if (devno >= sbull_devs) {
        static int count = 0;
        if (count++ < 5) /* print the message at most five times */
            printk(KERN_WARNING "sbull: request for unknown device\n");
        return NULL;
    }
    return &sbull_devices[devno].queue;
}

Like the request function, sbull_find_queue must be atomic (no sleeping allowed).

Each queue has its own request function, though usually a driver will use the same function for all of its queues. The kernel passes the actual request queue into the request function as a parameter, so the function can always figure out which device is being operated on. The multiqueue request function used in sbull looks a little different from the ones we have seen so far because it manipulates the request queue directly. It also drops the io_request_lock while performing transfers to allow the kernel to execute other block operations. Finally, the code must take care to avoid two separate perils: multiple calls of the request function and conflicting access to the device itself.

 
void sbull_request(request_queue_t *q)
{
    Sbull_Dev *device;
    struct request *req;
    int status;

    /* Find our device */
    device = sbull_locate_device (blkdev_entry_next_request(&q->queue_head));
    if (device->busy) /* no race here - io_request_lock held */
        return;
    device->busy = 1;

    /* Process requests in the queue */
    while(! list_empty(&q->queue_head)) {

    /* Pull the next request off the list. */
        req = blkdev_entry_next_request(&q->queue_head);
        blkdev_dequeue_request(req);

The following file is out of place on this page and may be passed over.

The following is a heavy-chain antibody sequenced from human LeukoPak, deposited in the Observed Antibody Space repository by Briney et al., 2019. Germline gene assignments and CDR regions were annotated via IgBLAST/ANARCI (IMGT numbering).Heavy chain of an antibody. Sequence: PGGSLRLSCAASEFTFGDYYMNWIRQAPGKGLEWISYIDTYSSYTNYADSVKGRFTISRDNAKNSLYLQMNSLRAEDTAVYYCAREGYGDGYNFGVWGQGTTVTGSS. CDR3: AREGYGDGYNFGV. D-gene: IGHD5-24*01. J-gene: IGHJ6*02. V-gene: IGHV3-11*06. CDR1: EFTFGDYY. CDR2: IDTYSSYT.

spin_unlock_irq (&io_request_lock);
        spin_lock(&device->lock);

    /* Process all of the buffers in this (possibly clustered) request. */
        do {
            status = sbull_transfer(device, req);
        } while (end_that_request_first(req, status, DEVICE_NAME));
        spin_unlock(&device->lock);
        spin_lock_irq (&io_request_lock);
        end_that_request_last(req);
    }
    device->busy = 0;
}

Instead of using INIT_REQUEST, this function tests its specific request queue with the list function list_empty. As long as requests exist, it removes each one in turn from the queue with blkdev_dequeue_request. Only then, once the removal is complete, is it able to drop io_request_lock and obtain the device-specific lock. The actual transfer is done using sbull_transfer, which we have already seen.

Each call to sbull_transfer handles exactly one buffer_head structure attached to the request. The function then calls end_that_request_first to dispose of that buffer, and, if the request is complete, goes on to end_that_request_last to clean up the request as a whole.